There are different stages in life, we all know that. We are born, grow into adulthood, have families of our own, who grow and leave home. We then transition to our parents as they get older, are less able to do things as they used to. We went from the joy of bringing life into the world, to watching it leave. I don’t mean to sound morbid here, but as I am in the midst of helping my 93-year-old mother move into long-term care and apply for Medicaid, this is where my head is.

This process sucks, plain and simple. As we all live longer, there is now a stage after Retirement. Those years after work, spending time traveling, move to Florida and enjoy the sunshine (not my idea of the best retirement plan, but it is to many). But now there is another stage we have dubbed “Tarnishment”. This is when the body/mind deteriorates, and the fun of retirement is gone. Sadly, this pertains to so many people in my life that I care about.

The way things are set up is a double-edged sword. Security is tight, doing things like change direct deposits is complicated. I appreciate that, but then it does make it hard to get it done. Medicaid has a tight timeline, and meeting that can be difficult. We hired an attorney, but there is still so much we have to do. Then there is her home, this time she can’t sort, pack, or pitch as she sees fit. Which she was able to do so many times in her life. These decisions are now mine and making them is so very difficult. All I can say is be warned, educate yourself before you need to. And most important, be involved with your parents in their later years. This process would have been so much harder if we weren’t.


I Believe In You

I felt the need to write this morning. I felt the need to share.

Do me a favor, play this song. Read the words – let them sink in – ACT

“You Say” by Lauren Daigle

Many years ago, when I was a mere 15 years old, I made a friend. She and I had some things very much in common, but in other areas we were so very different. Our friendship continued to grow through ups and downs in both our lives. She became the mother of four beautiful boys. My house filled up with five of my own, four girls and one boy.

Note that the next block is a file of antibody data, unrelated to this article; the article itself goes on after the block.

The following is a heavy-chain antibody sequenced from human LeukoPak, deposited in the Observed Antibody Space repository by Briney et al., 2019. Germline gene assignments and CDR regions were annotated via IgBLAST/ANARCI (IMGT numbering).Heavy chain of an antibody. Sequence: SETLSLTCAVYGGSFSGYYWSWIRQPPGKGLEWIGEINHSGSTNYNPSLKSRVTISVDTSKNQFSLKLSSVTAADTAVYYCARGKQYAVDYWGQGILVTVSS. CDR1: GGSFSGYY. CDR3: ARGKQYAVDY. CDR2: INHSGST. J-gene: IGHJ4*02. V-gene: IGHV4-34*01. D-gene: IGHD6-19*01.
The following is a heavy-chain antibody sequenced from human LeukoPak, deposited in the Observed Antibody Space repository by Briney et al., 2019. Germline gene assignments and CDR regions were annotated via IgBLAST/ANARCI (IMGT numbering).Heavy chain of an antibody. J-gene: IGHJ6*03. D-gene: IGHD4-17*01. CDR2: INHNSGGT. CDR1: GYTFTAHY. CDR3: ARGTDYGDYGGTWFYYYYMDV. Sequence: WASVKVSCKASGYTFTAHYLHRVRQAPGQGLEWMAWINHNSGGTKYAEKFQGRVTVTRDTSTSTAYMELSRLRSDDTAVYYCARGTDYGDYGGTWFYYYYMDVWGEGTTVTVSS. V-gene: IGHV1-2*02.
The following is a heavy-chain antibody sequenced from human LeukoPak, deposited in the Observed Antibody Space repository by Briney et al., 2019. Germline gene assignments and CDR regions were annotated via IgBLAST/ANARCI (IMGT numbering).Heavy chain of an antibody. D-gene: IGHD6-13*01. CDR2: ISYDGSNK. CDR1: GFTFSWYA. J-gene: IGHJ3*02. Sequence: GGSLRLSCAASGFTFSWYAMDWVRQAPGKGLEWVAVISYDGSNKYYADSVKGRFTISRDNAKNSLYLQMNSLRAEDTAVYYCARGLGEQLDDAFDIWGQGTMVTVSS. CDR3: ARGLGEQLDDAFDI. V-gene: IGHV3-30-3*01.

A cross-stitch I made at the birth of her twin boys, Brandon and Travis.

For me, the biggest moment we shared was when our Trina passed away. My dear friend was there for the memorial, she captured the special moment as the two balloons flew away, Trina joined by her cousin Kyle (who had passed just two weeks earlier). That was 1994 – fast forward to 2019 –

We haven’t spoken in years, but often thought of each other. Our Mother’s were friends and occasionally we got news through them. Our lives had gone two completely different directions. We moved on but were never forgotten.

Then one day, April 12, 2019 to be precise, I was sorting through a box and found some photos; my dear friend and her four boys. Christmas cards from years gone by; memories came flooding back. Where was she, why was she so in my mind?

I turned to Facebook. I knew she had remarried, so decided to search for her sons. Jackpot! The first one I searched had recently married, and there she was in one of the wedding pictures. I found her, we messaged back-and-forth, and reconnected. All the years melted away.

Two Peas in a Pod, sitting with the Wild Child.

In all those years we were happily settled in the back of each other’s minds, life moved on. With the culmination of the loss of her twin boys. Both serving this country, both gone. Travis Feb 24, 2017 and Brandon August 26, 2018.

She made a Facebook post today; the one-year anniversary of Brandon’s death. She included the song I linked above. She wrote beautifully, emotions raw, quoting this song that has become a prayer to her. Keeping her strong, moving forward, becoming an inspiration to so many others. Jaye Lene, today you are my Hero.

Be Kind, Be There, Believe